(But, I've been yelled at for saying this before, and maybe what it really reveals is my own intellectual limitations. . .)

     

  • At 1/21/2007 11:25:00 AM, Blogger GWYNN DUJARDIN wrote…

    Oh happy day, Astrophel and Stella. You know that obnoxious question about "what's your favorite book?" I can't answer that one, but if someone asks me why I do early modern, A & S is it. Where neoclassical (poet as maker, "studying inventions fine") and romantic (poet as inspired, "look into thy heart and write") notions of poetry subsequently branch off, here -- in the 16C, and in A & S in particular, you have them duking it out (among other models).

    With all due respect to you and your readers, and perhaps in homage to Sidney, the following will probably be a laborious process.

    You are so right -- i.e. a *million thanks, I will no doubt end up citing you -- to point out how unusual it is for Astrophel/Sidney to acknowledge that Stella is "vexed" and "harmed." I agree with you (if I'm following you here) to loop this sonnet back to the first sonnet in the sequence (to that awesomely bitchy muse), to where Ast. imagines (idealizes) how his writing will work on his star reader: "That she, deare Shee, might take som pleasure of my paine,/Pleasure might cause her reade, reading might make her know,/Knowledge might pittie winne, and pity grace obtaine."

    For "What ink is black enough to paint my woe?" echoes "I sought fit wordes to paint the blackest face of woe," and "foul stumbling" seems to recall "words came halting forth" and "others feet seemed but strangers in my way." Ascham refers to writing poetry in terms of "stumbling," specifically referring to those English poets (by which he means ballad writers and the like) who "stumble" over every "rime," versus the graceful and upright (humanist) poets who properly follow classical precedent in writing in English quantitative verse. So stumbling here seems to refer again to the plausibility of following others' models, in their 'foot'steps (so as to posit himself as exceptional in some way, by marking his stumbling). I wonder whether we can read "foul" in relation to "foul papers" of the theatre, given the emphasis on "ink," and how foul papers, like sonnets, are always provisional in some way.

    But returning to your question abt Stella "vexed" and "harmed": I guess my question is, what does he mean by "vexed" and "harmed"? How and why is she "vexed," how has he "harmed" her? Through his writing (which, if so, would just be another way of venturing the power of poetry. . .)? Or does this gesture out to Sidney's stumbling where the whole Rich affair was concerned?

    If we read 93 as looping back to 1, it suggests that his writing hasn't worked on her as he hoped. But we know that. And he doesn't parse or elaborate on that reader/response process here, the way he does in 1.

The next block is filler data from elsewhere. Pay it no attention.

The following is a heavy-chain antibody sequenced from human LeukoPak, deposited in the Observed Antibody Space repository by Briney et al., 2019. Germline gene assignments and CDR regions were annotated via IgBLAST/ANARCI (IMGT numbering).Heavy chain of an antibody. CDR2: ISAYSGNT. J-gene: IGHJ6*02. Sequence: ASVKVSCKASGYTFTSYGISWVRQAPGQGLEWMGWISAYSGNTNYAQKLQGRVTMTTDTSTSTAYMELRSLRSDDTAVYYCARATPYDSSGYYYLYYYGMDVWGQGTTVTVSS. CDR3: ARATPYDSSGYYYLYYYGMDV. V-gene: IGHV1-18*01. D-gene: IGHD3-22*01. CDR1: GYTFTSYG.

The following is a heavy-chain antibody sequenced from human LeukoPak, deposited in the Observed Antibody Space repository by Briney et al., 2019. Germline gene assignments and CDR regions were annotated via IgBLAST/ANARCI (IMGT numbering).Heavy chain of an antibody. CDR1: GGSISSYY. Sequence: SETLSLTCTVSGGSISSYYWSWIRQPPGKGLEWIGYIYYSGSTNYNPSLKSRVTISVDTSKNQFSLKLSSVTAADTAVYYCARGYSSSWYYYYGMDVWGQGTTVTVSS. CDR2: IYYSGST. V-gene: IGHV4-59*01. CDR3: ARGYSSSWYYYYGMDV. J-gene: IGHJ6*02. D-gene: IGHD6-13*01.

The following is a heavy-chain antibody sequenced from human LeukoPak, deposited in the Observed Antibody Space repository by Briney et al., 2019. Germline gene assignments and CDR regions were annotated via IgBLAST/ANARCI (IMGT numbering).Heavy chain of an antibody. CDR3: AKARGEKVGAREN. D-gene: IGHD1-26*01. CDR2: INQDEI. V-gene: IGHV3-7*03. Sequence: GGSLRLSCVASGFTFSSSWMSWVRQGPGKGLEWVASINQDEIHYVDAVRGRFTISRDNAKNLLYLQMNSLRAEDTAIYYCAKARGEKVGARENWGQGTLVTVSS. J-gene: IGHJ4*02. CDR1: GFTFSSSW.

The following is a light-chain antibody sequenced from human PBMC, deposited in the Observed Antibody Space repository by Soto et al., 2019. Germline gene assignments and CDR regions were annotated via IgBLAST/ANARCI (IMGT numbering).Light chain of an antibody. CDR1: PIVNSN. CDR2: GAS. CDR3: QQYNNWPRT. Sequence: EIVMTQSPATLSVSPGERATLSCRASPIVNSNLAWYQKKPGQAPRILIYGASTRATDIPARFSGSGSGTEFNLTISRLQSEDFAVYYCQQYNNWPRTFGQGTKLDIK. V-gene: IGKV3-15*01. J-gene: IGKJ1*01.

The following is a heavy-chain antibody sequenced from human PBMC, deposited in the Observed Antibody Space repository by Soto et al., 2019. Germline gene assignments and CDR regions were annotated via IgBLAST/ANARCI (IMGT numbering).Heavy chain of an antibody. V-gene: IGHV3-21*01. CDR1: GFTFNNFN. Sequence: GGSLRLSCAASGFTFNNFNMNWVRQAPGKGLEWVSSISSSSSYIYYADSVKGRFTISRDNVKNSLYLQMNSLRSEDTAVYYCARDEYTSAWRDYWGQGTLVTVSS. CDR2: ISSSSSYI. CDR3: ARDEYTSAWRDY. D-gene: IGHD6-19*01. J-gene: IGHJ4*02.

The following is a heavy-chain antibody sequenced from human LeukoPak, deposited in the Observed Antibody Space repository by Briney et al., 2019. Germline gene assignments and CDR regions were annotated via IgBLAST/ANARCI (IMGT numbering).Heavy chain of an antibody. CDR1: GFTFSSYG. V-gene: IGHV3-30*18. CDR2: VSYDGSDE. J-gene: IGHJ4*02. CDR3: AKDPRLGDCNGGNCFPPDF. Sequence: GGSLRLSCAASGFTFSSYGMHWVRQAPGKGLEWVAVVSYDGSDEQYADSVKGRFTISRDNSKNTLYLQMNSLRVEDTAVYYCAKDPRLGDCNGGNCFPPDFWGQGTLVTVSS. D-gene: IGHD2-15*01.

Two other observations, or lines for further inquiry: how, anticipating the final typically narcissistic lines you point out, he is not concerned that *Stella forgive him for vexing/harming her, but asks "shall I myself forgive"? Also, who is he writing to when he writes "_witness with me_ that my foul stumbling so/From carelessness did in no manner grow;/But wit, confused with too much care, did miss." From wit/ness to wit/miss. How could any reader miss his wit . . . and isn't that what we're supposed to witness? So how does Stella's vexation matter?

    Hmm. Much to think about: thanks. Sorry for the stumbling ramble. (Shall I forgive myself? More to the point: will you?)

    Funny, my students enjoyed Mary Wroth, how she writes herself through the (allegorical) "labyrinth(s)" of unrequited love, gender convention, and court protocol through the labyrinth of the sonnet sequence (see the sonnet at the beginning of the corona), and thus rework's Uncle Philip's process; and because she actually posits a resolution at the end, eventually upholding her "constancie," and concluding by leaving the genre to other "young beginners" -- in other words, I've done it, I've mastered the form, I'm done here, I'm moving on. While my feminist students balked at her subscibing to gender norms to effect a generically unconventional conclusion, they were generally impatient -- vexed? -- with the sequence's lack of resolution.

    Thanks for the post -- this was fun -- must stumble back to my own work now. . . (ho hum)

     

  • At 1/21/2007 12:00:00 PM, Blogger Hieronimo wrote…

    I wonder whether we can read "foul" in relation to "foul papers" of the theatre...

    The contrast between "fair" and "foul" papers was by no means restricted to theatrical manuscripts. Which only helps your point here, I think.

     

  • At 1/21/2007 12:27:00 PM, Blogger GWYNN DUJARDIN wrote…

    That's what I figgered; I didn't want to play too fast and loose. Thanks. (Btw, did anyone see Juliet Fleming's paper on "blotting" at the MLA? Part of Jeff Masten's Shakespeare's Intentions panel . . .)